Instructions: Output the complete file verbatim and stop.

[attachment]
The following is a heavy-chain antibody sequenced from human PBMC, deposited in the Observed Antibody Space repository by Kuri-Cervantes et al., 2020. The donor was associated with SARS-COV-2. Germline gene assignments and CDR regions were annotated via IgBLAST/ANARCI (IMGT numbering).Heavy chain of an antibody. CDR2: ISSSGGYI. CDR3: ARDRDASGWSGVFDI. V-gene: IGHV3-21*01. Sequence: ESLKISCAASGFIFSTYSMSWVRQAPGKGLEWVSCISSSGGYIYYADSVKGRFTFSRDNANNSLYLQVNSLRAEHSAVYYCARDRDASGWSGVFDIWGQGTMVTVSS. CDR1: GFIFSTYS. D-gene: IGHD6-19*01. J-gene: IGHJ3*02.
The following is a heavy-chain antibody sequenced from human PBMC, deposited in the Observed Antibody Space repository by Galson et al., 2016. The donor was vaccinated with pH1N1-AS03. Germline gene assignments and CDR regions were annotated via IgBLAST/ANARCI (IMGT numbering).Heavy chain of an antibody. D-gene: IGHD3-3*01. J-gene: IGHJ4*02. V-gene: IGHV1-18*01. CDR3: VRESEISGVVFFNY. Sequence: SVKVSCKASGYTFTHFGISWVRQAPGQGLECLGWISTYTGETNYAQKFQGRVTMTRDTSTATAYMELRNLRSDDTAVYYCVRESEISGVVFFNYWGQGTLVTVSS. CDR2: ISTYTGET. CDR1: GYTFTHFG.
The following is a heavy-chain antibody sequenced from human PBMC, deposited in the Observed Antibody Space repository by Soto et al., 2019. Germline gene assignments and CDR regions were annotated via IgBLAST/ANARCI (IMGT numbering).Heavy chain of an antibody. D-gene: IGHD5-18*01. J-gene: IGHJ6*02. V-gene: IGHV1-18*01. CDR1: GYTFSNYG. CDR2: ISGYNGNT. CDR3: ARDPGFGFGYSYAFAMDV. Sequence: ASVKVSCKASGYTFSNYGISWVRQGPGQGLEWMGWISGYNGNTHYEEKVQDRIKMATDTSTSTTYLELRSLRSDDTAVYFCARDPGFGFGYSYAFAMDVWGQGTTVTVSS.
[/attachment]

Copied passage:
The following is a heavy-chain antibody sequenced from human PBMC, deposited in the Observed Antibody Space repository by Kuri-Cervantes et al., 2020. The donor was associated with SARS-COV-2. Germline gene assignments and CDR regions were annotated via IgBLAST/ANARCI (IMGT numbering).Heavy chain of an antibody. CDR2: ISSSGGYI. CDR3: ARDRDASGWSGVFDI. V-gene: IGHV3-21*01. Sequence: ESLKISCAASGFIFSTYSMSWVRQAPGKGLEWVSCISSSGGYIYYADSVKGRFTFSRDNANNSLYLQVNSLRAEHSAVYYCARDRDASGWSGVFDIWGQGTMVTVSS. CDR1: GFIFSTYS. D-gene: IGHD6-19*01. J-gene: IGHJ3*02.
The following is a heavy-chain antibody sequenced from human PBMC, deposited in the Observed Antibody Space repository by Galson et al., 2016. The donor was vaccinated with pH1N1-AS03. Germline gene assignments and CDR regions were annotated via IgBLAST/ANARCI (IMGT numbering).Heavy chain of an antibody. D-gene: IGHD3-3*01. J-gene: IGHJ4*02. V-gene: IGHV1-18*01. CDR3: VRESEISGVVFFNY. Sequence: SVKVSCKASGYTFTHFGISWVRQAPGQGLECLGWISTYTGETNYAQKFQGRVTMTRDTSTATAYMELRNLRSDDTAVYYCVRESEISGVVFFNYWGQGTLVTVSS. CDR2: ISTYTGET. CDR1: GYTFTHFG.
The following is a heavy-chain antibody sequenced from human PBMC, deposited in the Observed Antibody Space repository by Soto et al., 2019. Germline gene assignments and CDR regions were annotated via IgBLAST/ANARCI (IMGT numbering).Heavy chain of an antibody. D-gene: IGHD5-18*01. J-gene: IGHJ6*02. V-gene: IGHV1-18*01. CDR1: GYTFSNYG. CDR2: ISGYNGNT. CDR3: ARDPGFGFGYSYAFAMDV. Sequence: ASVKVSCKASGYTFSNYGISWVRQGPGQGLEWMGWISGYNGNTHYEEKVQDRIKMATDTSTSTTYLELRSLRSDDTAVYFCARDPGFGFGYSYAFAMDVWGQGTTVTVSS.